This week we were joined by Professor Aman Russom, head of the bionanotechnology division at the KTH Royal Institute of Technology in Stockholm, who works on the development and delivery of low-cost medical testing and technology for public health. Since March, Sweden has been functioning more or less the way New Jersey will function when it reopens. Unlike the United States, Sweden never applied a total lockdown during COVID-19. Instead, relying heavily on voluntary stay at home protocols, hand-washing and recommended social distancing, Sweden focused on asking those who had even mild symptoms to stay at home and provided immediate income support to enable workers to do so. The authorities hoped thereby to prevent spread. Professor. Russom felt that Sweden’s approach had failed in regard to protecting the elderly, stating they should have done more to protect the elderly, and vulnerable populations, as 50 percent of those lost to COVID-19 were in eldercare. Also, Sweden’s incidence of cases and death was much higher than their Nordic neighbors. The Swedish experience underscores the importance of being on guard for a resurgence of COVID as the state reopens. Professor Russom stated that while a vaccine is of course the “ultimate goal” in the fight against COVID-19, the self-collected, [...]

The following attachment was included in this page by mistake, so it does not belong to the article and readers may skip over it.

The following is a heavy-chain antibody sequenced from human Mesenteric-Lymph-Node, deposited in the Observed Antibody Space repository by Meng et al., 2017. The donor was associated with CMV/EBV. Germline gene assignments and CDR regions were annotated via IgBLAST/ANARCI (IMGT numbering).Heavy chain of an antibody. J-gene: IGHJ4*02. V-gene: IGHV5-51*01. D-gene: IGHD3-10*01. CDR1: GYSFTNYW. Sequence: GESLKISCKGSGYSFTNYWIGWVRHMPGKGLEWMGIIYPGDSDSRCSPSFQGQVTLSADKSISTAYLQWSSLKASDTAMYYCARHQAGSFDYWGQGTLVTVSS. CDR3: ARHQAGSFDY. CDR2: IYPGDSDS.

This week we were joined by 292 participants for an update which focused on K-12 schools. We discussed the impact of shutting schools down on teachers, staff, parents and students and the challenges of reopening our schools. We were joined by Cary Booker, Assistant State Education Commissioner, State of New Jersey who acknowledged the sacrifices of educators and their families to meet the needs of their students. Assistant Commissioner Booker spoke to the inequities that plagued our education system long before COVID-19, their effect on remote instruction and food instability, and the state’s efforts to address them. As we look to reopen, Assistant Commissioner Booker emphasized the importance of addressing students’ social and emotional needs, that measures are being taken to reopen safely and that “the way forward is together.” Rosie Grant, Executive Director. Paterson Education Foundation spoke to her organization’s efforts. Lack of internet and electronic devices have left many students behind in Paterson, 11,000 students still have no ability to access online learning. In addition, Paterson is addressing a 16-million-dollar loss in state aid, creating a budget shortfall that may tragically result in staff cuts in a time when we need more staff, not less. NJEA Organizational Development Field Representatives Michael Rollins and Robert [...]